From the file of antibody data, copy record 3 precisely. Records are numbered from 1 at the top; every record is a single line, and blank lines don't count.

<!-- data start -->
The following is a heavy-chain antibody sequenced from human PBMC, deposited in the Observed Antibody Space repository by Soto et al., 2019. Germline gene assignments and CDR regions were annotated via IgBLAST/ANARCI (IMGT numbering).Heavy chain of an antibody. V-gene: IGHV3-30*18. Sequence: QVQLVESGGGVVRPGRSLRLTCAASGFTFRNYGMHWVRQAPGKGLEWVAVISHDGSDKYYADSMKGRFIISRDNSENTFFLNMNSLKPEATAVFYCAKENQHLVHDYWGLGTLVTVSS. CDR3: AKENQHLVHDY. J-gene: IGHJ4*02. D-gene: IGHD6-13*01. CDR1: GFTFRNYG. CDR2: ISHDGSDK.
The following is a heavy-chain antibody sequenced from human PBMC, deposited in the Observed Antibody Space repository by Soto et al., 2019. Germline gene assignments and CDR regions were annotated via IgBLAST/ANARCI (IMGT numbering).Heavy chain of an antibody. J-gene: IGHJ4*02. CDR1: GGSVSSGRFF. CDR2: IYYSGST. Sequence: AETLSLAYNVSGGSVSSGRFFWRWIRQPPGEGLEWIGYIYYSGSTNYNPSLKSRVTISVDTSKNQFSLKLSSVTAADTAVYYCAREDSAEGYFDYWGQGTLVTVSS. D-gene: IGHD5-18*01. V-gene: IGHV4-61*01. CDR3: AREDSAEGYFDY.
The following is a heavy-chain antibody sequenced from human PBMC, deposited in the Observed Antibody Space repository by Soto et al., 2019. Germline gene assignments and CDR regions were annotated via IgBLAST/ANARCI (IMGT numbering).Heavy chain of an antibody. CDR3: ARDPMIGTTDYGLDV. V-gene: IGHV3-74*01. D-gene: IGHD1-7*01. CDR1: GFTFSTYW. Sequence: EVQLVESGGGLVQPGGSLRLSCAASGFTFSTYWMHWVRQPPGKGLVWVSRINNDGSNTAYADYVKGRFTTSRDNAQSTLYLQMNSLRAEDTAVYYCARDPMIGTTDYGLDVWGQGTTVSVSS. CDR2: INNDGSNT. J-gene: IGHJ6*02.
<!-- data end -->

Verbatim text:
The following is a heavy-chain antibody sequenced from human PBMC, deposited in the Observed Antibody Space repository by Soto et al., 2019. Germline gene assignments and CDR regions were annotated via IgBLAST/ANARCI (IMGT numbering).Heavy chain of an antibody. CDR3: ARDPMIGTTDYGLDV. V-gene: IGHV3-74*01. D-gene: IGHD1-7*01. CDR1: GFTFSTYW. Sequence: EVQLVESGGGLVQPGGSLRLSCAASGFTFSTYWMHWVRQPPGKGLVWVSRINNDGSNTAYADYVKGRFTTSRDNAQSTLYLQMNSLRAEDTAVYYCARDPMIGTTDYGLDVWGQGTTVSVSS. CDR2: INNDGSNT. J-gene: IGHJ6*02.